# Floating Pumpkin

At the School of Wonders, we believe that children learn best through experience. As a result, academic lessons are purposely structured to appeal not only to the children’s intellect and curiosity, but to engage their senses as well.

As our Fall Festival is approaching, each child brought in a pumpkin to decorate and display as part of the pumpkin patch.

However, before painting the pumpkins, the teachers decided to use the pumpkins as a way of introducing the children to a range of elementary physics terms.

The children carried their pumpkins outside to the backyard garden, where transparent plastic tubs filled with water were waiting.

Lab report templates were provided, and the students went straight to work recording their hypothesis and reasoning, along with the weight and size of their pumpkin. In recording the data, they utilized two different units of measurement and were asked to articulate the utility of each. They also revisited a term they learned in Math Lab last semester, circumference, or the linear distance around a curved object. The students created a chart to display everyone’s data, so they could refer to the weight and size of each pumpkin before it was dropped and as a class predict whether it would sink or float.

The students’ hypothesis mostly indicated that their pumpkin would sink, and the reasons listed usually predicted that it would because of it’s weight. However, a few students believed their pumpkin might float.

One student’s hypothesis did not focus on his pumpkin, but rather the water surrounding it. His lab report stated that he was certain that the weight of the pumpkin would cause the level of the water to change. As teachers, we could not have been more excited to see that his hypothesis anticipates the Archimedes’ principle, which indicates that, “the upward buoyant force that is exerted on a body immersed in a fluid, whether fully or partially submerged, is equal to the weight of the fluid that the body displaces.”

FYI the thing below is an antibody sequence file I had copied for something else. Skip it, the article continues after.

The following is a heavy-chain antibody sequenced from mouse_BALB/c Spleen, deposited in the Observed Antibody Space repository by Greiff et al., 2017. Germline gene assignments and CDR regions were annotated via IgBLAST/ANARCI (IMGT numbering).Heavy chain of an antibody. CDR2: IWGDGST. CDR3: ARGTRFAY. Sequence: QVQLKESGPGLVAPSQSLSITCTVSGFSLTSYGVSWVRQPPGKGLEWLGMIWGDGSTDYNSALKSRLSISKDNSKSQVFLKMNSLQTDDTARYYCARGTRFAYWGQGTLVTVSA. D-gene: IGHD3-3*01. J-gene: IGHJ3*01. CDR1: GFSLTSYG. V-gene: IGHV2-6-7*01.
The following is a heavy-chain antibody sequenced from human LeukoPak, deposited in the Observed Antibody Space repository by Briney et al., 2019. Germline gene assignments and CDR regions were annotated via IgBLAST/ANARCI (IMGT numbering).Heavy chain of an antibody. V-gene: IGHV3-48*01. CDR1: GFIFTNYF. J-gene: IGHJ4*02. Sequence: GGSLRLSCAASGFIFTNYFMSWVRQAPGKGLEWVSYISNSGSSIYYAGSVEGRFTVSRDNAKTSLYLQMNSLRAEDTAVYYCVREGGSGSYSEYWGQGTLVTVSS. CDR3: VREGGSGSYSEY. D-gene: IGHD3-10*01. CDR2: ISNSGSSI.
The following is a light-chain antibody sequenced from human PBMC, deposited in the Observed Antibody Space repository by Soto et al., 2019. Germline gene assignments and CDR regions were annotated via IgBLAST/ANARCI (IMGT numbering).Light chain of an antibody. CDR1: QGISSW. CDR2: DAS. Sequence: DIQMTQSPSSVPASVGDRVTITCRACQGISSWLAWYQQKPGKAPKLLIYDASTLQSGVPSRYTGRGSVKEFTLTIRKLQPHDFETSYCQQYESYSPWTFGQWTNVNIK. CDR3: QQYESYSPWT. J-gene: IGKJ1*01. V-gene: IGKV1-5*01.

Finally, it was time to sink the pumpkins! The pre-kinder class and kindergarteners joined our older students for this exciting experiment. Before the first pumpkin was dropped in, the teacher asked the students whether they believed it would sink or float. An overwhelming response of, “Sink!” came from the crowd. After a huge splash, and much to the students surprise, the pumpkin floated!

As we went through everyone’s pumpkins, the students observed that every single pumpkin floated, despite it’s weight or size. They were astonished!

The group moved into a meeting when the experiment ended. They shared their observations, recapped the terms they’d practiced measuring. Then, their reflection went further. They started to offer assessments of why the surprising results were so uniform. One student stated that the reason every pumpkin floated was related to the fact that they all had air inside – enough air to keep them above water despite their weight. Another student shared his theory that the force the pumpkin as exerting downward on the water was not as strong as the force the water was exerting upward on the pumpkin, so it stayed afloat. Perceptibly, this theory triggered a light bulb moment for other students, who were suddenly wide-eyed in exchanging their thoughts about the “forces” of the pumpkins and water.

As teachers, we were so pleased to see how the students seized the opportunity to penetrate deeply into their observations from the experiment to approach rules about the relationships that govern the physical world. In several ways, their reflection surpassed the span of concepts suggested by elementary physics objectives, and the dialogue came solely from the students.

The pumpkin floating experiment was a classic demonstration of the element of play we factor into every lesson at the School of Wonders. It was also a classic demonstration of the trust we place in our students, who, when presented with grade-level appropriate educational objectives, always elevate the learning to topics and questions academically required of students far beyond their age level but perfectly appropriate for their voracious curiosity and capacity to know.

Research is formalized curiosity.
Zora Neale Hurston

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